No side effects of the FAc implant were reported in this case; however, the most common side effects reported in the ILUVIEN Summary of Product Characteristics include cataract operation, cataract, increased intraocular pressure and floaters.11

The FAc implant represents an important treatment option that should be considered in a patient who is not responding to anti-VEGF therapy. In such patients, treatment with FAc implant should not be delayed, as the ultimate goal of any treatment for DMO is consistent reduction of oedema to regain and maintain functional benefit. The ideal candidates for intravitreal fluocinolone acetonide are pseudophakic patients with DMO refractive to laser photocoagulation and anti-VEGF therapy

Article Information:

Fahd Quhill has attended advisory boards and speaker engagements and has been remunerated for these by Alimera Sciences.


Fahd Quhill, Department of Ophthalmology, Royal Hallamshire Hospital, Glossop Road, Sheffield, South Yorkshire, S10 2JF, UK. E:


The publication of this article and editorial assistance was funded by Alimera Sciences Ltd. The views and opinions expressed in the article are those of the
authors and not necessarily those of Alimera Sciences Ltd.

Compliance with Ethical Guidance: Procedures were followed in accordance with the responsible committee on human experimentation and with the Helsinki Declaration of 1975 and subsequent revisions. Informed consent was received from all patients involved in the study.


Editorial assistance was provided by Catherine Amey at Touch Medical Media. I also thank my Consultant Ophthalmic colleagues, Chris Brand and
Nachi Acharya, who contributed to the management of this case.




1. IDF Diabetes Atlas. 6th edition: International Diabetes Federation (IDF); 2013. Available from: sites/default/files/EN_6E_Atlas_Full_0.pdf (accessed 19 September 2014).
2. Wild S, Roglic G, Green A, et al., Global prevalence of diabetes: estimates for the year 2000 and projections for 2030, Diabetes Care, 2004;27:1047–53.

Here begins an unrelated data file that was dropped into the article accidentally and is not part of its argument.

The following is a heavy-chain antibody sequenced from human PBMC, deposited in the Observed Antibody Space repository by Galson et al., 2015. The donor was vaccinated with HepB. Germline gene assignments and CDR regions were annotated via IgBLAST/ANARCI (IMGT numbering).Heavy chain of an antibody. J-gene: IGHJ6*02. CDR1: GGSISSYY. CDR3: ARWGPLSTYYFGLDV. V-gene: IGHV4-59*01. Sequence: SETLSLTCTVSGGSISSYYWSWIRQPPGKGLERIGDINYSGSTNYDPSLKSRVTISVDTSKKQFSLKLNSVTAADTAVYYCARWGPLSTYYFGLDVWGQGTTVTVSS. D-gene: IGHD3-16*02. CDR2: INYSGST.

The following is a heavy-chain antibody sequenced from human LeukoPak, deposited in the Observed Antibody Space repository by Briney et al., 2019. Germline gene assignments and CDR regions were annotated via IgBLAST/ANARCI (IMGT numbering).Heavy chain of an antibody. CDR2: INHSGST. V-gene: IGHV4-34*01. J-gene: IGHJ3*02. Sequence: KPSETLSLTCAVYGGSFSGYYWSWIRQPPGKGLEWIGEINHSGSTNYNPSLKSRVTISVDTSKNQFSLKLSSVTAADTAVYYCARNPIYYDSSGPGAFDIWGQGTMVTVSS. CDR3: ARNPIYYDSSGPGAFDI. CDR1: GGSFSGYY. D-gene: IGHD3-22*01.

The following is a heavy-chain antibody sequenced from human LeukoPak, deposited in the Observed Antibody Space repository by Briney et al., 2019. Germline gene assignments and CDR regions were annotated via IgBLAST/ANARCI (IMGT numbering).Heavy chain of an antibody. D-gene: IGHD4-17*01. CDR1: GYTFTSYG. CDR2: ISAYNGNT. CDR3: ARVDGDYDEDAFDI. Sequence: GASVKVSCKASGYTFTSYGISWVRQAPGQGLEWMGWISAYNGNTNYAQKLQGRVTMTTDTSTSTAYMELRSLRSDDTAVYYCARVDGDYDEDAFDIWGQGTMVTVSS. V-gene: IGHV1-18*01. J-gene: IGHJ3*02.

3. Diabetic Retinopathy Guidelines. The Royal College of Opthalmologists, 2012 December, 2012 (update to section 14.3.4 in July 2013). Report No.
4. Yau JW, Rogers SL, Kawasaki R, et al., Global prevalence and major risk factors of diabetic retinopathy, Diabetes Care, 2012;35:556–64.
5. Ruta LM, Magliano DJ, Lemesurier R, et al., Prevalence of diabetic retinopathy in Type 2 diabetes in developing and developed countries, Diabet Med, 2013;30:387–98.
6. Ehrlich R, Harris A, Ciulla TA, et al., Diabetic macular oedema: physical, physiological and molecular factors contribute to this pathological process, Acta Ophthalmol, 2010;88:279–91.
7. Tang J, Kern TS, Inflammation in diabetic retinopathy, Prog Retin Eye Res, 2011;30:343–58.
8. Prasad S, Sung B, Aggarwal BB, Age-associated chronic diseases require age-old medicine: role of chronic inflammation, Prev Med, 2012;54 (Suppl.):S29–37.
9. Dong N, Xu B, Wang B, Chu L, Study of 27 aqueous humor cytokines in patients with type 2 diabetes with or without retinopathy, Mol Vis, 2013;19:1734–46.
10. Sohn HJ, Han DH, Kim IT, et al., Changes in aqueous concentrations of various cytokines after intravitreal triamcinolone versus bevacizumab for diabetic macular edema, Am J Ophthalmol, 2011;152:686–94.
11. Summary of Product Characteristics: Alimera Sciences Limited; 2014 (updated 18 February 2014) Available from: (accessed 8 October 2014).
12. Campochiaro PA, Nguyen QD, Hafiz G, et al., Aqueous levels of fluocinolone acetonide after administration of fluocinolone acetonide inserts or fluocinolone acetonide implants, Ophthalmology, 2013;120:583–7.
13. Campochiaro PA, Hafiz G, Shah SM, et al., Sustained ocular delivery of fluocinolone acetonide by an intravitreal insert, Ophthalmology, 2010;117:1393–9.e3.
14. Campochiaro PA, Brown DM, Pearson A, et al., Long-term benefit of sustained-delivery fluocinolone acetonide vitreous inserts for diabetic macular edema, Ophthalmology, 2011;118:626–35.e2.
15. Campochiaro PA, Brown DM, Pearson A, et al., Sustained delivery fluocinolone acetonide vitreous inserts provide benefit for at least 3 years in patients with diabetic macular edema, Ophthalmology, 2012;119:2125–32.
16. NICE technology appraisals [TA301]. Fluocinolone acetonide intravitreal implant for treating chronic diabetic macular oedema after an inadequate response to prior therapy (rapid review of technology appraisal guidance 271) 2013. Available from: Guidance (cited 19 September 2014).
17. Bron AM, Viswanathan AC, Thelen U, et al., International vision requirements for driver licensing and disability pensions: using a milestone approach in characterization of progressive eye disease, Clin Ophthalmol, 2010;4:1361–9.